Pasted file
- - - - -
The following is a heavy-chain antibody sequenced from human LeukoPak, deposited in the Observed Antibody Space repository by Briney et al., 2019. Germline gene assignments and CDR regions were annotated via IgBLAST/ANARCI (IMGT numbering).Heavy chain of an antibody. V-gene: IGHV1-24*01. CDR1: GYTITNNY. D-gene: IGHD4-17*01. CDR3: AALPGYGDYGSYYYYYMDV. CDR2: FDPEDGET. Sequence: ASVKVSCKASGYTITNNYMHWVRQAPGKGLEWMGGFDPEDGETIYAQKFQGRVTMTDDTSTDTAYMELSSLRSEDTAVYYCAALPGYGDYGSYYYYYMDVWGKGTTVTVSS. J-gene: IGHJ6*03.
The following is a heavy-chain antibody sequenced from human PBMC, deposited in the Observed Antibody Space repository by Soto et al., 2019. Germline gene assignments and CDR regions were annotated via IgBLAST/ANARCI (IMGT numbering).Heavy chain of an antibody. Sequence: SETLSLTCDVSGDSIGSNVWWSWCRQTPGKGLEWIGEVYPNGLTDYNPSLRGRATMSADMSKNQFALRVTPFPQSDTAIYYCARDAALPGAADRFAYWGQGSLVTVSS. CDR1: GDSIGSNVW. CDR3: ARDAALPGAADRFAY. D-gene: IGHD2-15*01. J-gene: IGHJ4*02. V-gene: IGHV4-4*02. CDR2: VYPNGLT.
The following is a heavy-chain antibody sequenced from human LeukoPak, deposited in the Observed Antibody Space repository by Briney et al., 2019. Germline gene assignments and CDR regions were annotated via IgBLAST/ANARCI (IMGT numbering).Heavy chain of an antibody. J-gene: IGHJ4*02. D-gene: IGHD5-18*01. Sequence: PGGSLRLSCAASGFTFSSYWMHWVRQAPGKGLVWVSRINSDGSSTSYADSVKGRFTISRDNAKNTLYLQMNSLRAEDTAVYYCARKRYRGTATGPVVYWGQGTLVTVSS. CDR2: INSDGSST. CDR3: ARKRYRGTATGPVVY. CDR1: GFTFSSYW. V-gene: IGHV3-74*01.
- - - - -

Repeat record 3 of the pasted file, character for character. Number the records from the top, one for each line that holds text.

The following is a heavy-chain antibody sequenced from human LeukoPak, deposited in the Observed Antibody Space repository by Briney et al., 2019. Germline gene assignments and CDR regions were annotated via IgBLAST/ANARCI (IMGT numbering).Heavy chain of an antibody. J-gene: IGHJ4*02. D-gene: IGHD5-18*01. Sequence: PGGSLRLSCAASGFTFSSYWMHWVRQAPGKGLVWVSRINSDGSSTSYADSVKGRFTISRDNAKNTLYLQMNSLRAEDTAVYYCARKRYRGTATGPVVYWGQGTLVTVSS. CDR2: INSDGSST. CDR3: ARKRYRGTATGPVVY. CDR1: GFTFSSYW. V-gene: IGHV3-74*01.